Raul Jimenez has been a massive miss for Wolves since he fractured his skull in the victory over Arsenal in November and had to have surgery – ruling him out for most of the season. They have struggled without him, but are starting to find a successful formula.
They have got seven points from their last nine available and will look to extend that improved form when they face Leeds on Friday (20:00 GMT kick-off).
But what Jimenez gave Wolves was guaranteed goals. When you have an attacking line-up that have been together a while and are used to each other, you form a telepathic relationship.
Jimenez had everything and was the focal point for Wolves as everything came through him. He is brilliant in the air, he can score wonder goals, hold the ball up, make runs in behind and just has the all-round game.
Their top goal scorer at the moment is Pedro Neto with five goals. A striker like Jimenez, who has scored double figures in his two previous seasons, lifts morale.
It gives the team a boost because they know they have someone who is guaranteed to deliver. They know he can get you a goal to get you out of a difficult situation. That is massive for the team.
So there is an anxiety when you miss that player because everyone else feels pressure to chip in with goals.
|Appearances – 86||Total % of Wolves Premier League goals scored by Jimenez since 2018 – 38%||Wolves’ win % with Jimenez – 41.9%|
|Goals – 34||Chances created – 95||Points per game without Jimenez – 0.9|
|Assists – 13||Wolves’ win % without Jimenez – 21.4%||Points per game with Jimenez – 1.5|
There are other factors, of course, which haven’t helped Wolves, who have only picked up three wins from 14 league games since losing Jimenez.
They need time on the training pitch but that has been difficult because of the sheer number of fixtures. New signing Willian Jose’s first real opportunity to get to know his team-mates was probably on his first start against Crystal Palace. He has to figure it out quickly – what do the other players want, what do they need and where do I need to be? That’s quite tricky.
Wolves also lost Diogo Jota, who was brilliant for them, and you have seen the impact he had when he first came to Liverpool. They are missing him now too.
Neto has stepped up to fill that role at least and he has an exciting future. But you are still missing that extra wide player. They lost Matt Doherty too so those key relationships have gone.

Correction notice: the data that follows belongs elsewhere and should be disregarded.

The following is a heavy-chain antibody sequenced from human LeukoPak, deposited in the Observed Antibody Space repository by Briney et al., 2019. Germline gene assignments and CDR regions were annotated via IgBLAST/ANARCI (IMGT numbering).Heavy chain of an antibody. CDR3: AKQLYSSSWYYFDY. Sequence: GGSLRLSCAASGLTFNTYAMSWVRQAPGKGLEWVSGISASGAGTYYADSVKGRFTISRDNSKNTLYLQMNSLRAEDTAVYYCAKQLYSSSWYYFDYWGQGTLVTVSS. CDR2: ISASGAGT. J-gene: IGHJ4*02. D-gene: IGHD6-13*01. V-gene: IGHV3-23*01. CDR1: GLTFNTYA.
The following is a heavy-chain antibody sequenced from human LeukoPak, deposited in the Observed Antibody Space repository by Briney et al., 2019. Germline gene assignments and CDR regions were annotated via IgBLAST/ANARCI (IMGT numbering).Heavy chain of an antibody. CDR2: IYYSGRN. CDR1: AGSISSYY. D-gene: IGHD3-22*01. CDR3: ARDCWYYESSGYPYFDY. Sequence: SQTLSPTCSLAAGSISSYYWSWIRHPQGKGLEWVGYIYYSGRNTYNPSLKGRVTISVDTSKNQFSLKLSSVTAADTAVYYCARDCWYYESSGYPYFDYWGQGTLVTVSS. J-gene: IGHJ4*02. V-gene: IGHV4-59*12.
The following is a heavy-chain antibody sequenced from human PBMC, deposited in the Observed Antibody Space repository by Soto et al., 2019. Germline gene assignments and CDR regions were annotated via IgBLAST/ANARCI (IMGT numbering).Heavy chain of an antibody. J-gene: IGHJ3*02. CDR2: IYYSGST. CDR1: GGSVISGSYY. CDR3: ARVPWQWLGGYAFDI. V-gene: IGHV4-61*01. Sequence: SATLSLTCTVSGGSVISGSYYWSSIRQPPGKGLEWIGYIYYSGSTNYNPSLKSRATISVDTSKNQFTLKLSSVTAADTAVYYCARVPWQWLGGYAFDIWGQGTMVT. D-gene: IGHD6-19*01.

The team had been together for so long. Sometimes when you break it up a little, it takes a long time to mould it all back together again.
Neto can fill the void
The hardest thing in football is to score a goal. Wolves have all the creative players but have missed that clinical goalscorer to finish their moves off. They have struggled to find that solution. Jimenez has been such a big player for Wolves for so long. How do you replace that?
I have liked what I have seen of Jose so far but his runs haven’t quite come off yet. He hasn’t been able to read where the ball is going from the wide players. He hasn’t quite been in the right areas.
But he can hold the ball up and bring players in. Jimenez is probably a little bit quicker and looks to have a more natural game understanding, but with work and time Jose could be a good player for Wolves. I don’t think he will be a Jimenez but he doesn’t need to be.
Neto has also got a trick up his sleeve. He can dribble with the ball and that’s really difficult for defenders. You don’t know what you’re going to get from him because he’s raw and unpredictable.
He is agile, quick and strong so he is a nightmare. If you give him space, he can run at you on either wing and if you get tight to him, he has the strength and skill to roll you. He will only get quicker, stronger and better.
I thought it suited Wolves better when Neto went over to the right wing in the second half of the 2-1 victory against Southampton and was able to cut inside on to his left foot. He was getting into shooting opportunities more. I would like to see him play more centrally because I think he can cause havoc.
That tactical switch from manager Nuno Espirito Santo worked as full-back Nelson Semedo prefers to stay wide and operates up and down the flank, as does Adama Traore. By bringing Neto infield, it left space for Semedo. You’re actually getting two players higher up the pitch instead of one.
It becomes more of an attacking five than a front three. Your full-backs are playing higher up, your wingers are more central and your centre-forward is being linked. That was the difference in the second half against Southampton.
By allowing the full-backs to get higher, it felt more like the old Wolves. They looked flat when I watched them in that game. The changes added much-needed energy though and the second half was a lot better.
Their Europa League run last year probably took a lot out of them. If you look at the bigger picture, it’s been a bit of a transition period for them.
Nuno had to find that formula and put it all back together again. They are starting to get there now.
Karen Carney was speaking to BBC Sport’s Emma Sanders.